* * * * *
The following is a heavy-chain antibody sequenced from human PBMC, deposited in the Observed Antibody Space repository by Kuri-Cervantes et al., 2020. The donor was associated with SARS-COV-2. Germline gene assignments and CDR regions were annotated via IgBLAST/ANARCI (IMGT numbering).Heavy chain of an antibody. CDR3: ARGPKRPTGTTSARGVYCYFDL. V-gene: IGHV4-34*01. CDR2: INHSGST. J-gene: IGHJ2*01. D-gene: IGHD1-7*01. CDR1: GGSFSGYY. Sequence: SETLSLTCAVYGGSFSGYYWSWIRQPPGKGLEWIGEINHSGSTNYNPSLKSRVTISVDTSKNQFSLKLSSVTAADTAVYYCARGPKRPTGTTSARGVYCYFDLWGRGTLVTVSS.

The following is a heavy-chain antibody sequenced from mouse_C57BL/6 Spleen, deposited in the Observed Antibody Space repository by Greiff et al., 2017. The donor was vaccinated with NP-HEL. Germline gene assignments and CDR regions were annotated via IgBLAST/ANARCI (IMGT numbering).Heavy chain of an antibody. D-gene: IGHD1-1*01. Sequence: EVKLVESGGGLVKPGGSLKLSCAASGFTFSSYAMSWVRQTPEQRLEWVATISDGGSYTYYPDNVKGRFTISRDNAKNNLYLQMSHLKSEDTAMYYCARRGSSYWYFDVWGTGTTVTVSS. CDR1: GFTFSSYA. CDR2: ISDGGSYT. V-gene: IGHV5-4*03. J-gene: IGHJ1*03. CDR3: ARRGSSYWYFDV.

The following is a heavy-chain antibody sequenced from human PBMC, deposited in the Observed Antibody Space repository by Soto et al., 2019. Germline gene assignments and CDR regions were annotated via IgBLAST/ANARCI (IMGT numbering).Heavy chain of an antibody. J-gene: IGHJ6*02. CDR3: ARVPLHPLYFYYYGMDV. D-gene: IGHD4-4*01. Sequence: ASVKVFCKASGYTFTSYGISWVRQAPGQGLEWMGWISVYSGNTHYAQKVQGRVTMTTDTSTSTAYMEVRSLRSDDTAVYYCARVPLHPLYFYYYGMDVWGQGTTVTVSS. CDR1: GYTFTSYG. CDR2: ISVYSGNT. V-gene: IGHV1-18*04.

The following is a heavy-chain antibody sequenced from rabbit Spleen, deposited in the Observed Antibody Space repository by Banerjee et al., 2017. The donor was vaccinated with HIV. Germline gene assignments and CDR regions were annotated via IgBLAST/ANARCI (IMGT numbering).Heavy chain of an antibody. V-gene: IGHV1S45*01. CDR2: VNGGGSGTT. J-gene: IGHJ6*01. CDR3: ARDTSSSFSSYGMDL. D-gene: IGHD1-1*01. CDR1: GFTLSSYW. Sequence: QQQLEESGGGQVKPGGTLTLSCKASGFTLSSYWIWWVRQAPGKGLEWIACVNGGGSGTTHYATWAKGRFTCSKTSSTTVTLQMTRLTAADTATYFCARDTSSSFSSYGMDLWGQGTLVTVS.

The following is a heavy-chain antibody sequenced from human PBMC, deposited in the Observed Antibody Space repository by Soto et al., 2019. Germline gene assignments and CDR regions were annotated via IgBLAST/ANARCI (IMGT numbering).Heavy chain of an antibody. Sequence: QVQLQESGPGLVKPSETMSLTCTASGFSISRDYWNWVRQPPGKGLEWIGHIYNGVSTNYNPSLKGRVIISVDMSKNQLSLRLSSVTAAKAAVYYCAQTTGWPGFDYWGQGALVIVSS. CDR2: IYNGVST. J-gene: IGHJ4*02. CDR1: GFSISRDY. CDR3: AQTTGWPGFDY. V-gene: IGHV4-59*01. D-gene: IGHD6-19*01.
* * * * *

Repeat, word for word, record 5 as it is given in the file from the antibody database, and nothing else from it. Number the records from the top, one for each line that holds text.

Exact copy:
The following is a heavy-chain antibody sequenced from human PBMC, deposited in the Observed Antibody Space repository by Soto et al., 2019. Germline gene assignments and CDR regions were annotated via IgBLAST/ANARCI (IMGT numbering).Heavy chain of an antibody. Sequence: QVQLQESGPGLVKPSETMSLTCTASGFSISRDYWNWVRQPPGKGLEWIGHIYNGVSTNYNPSLKGRVIISVDMSKNQLSLRLSSVTAAKAAVYYCAQTTGWPGFDYWGQGALVIVSS. CDR2: IYNGVST. J-gene: IGHJ4*02. CDR1: GFSISRDY. CDR3: AQTTGWPGFDY. V-gene: IGHV4-59*01. D-gene: IGHD6-19*01.